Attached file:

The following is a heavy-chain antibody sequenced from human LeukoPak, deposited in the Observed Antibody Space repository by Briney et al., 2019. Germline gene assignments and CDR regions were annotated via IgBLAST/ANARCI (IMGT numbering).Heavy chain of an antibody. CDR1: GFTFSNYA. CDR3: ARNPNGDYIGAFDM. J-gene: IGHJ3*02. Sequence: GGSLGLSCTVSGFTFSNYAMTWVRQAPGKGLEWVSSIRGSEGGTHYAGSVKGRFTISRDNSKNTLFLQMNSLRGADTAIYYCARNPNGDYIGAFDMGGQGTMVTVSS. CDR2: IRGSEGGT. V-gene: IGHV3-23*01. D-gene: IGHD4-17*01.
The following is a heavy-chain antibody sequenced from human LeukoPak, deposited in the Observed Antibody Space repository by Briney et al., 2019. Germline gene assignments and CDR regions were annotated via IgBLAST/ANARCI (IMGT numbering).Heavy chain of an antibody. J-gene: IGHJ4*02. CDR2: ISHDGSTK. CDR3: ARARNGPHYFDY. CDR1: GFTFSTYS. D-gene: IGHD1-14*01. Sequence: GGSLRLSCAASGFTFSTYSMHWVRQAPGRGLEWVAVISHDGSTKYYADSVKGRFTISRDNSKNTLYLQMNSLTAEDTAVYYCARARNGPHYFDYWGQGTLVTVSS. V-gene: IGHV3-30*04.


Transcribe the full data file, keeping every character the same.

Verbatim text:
The following is a heavy-chain antibody sequenced from human LeukoPak, deposited in the Observed Antibody Space repository by Briney et al., 2019. Germline gene assignments and CDR regions were annotated via IgBLAST/ANARCI (IMGT numbering).Heavy chain of an antibody. CDR1: GFTFSNYA. CDR3: ARNPNGDYIGAFDM. J-gene: IGHJ3*02. Sequence: GGSLGLSCTVSGFTFSNYAMTWVRQAPGKGLEWVSSIRGSEGGTHYAGSVKGRFTISRDNSKNTLFLQMNSLRGADTAIYYCARNPNGDYIGAFDMGGQGTMVTVSS. CDR2: IRGSEGGT. V-gene: IGHV3-23*01. D-gene: IGHD4-17*01.
The following is a heavy-chain antibody sequenced from human LeukoPak, deposited in the Observed Antibody Space repository by Briney et al., 2019. Germline gene assignments and CDR regions were annotated via IgBLAST/ANARCI (IMGT numbering).Heavy chain of an antibody. J-gene: IGHJ4*02. CDR2: ISHDGSTK. CDR3: ARARNGPHYFDY. CDR1: GFTFSTYS. D-gene: IGHD1-14*01. Sequence: GGSLRLSCAASGFTFSTYSMHWVRQAPGRGLEWVAVISHDGSTKYYADSVKGRFTISRDNSKNTLYLQMNSLTAEDTAVYYCARARNGPHYFDYWGQGTLVTVSS. V-gene: IGHV3-30*04.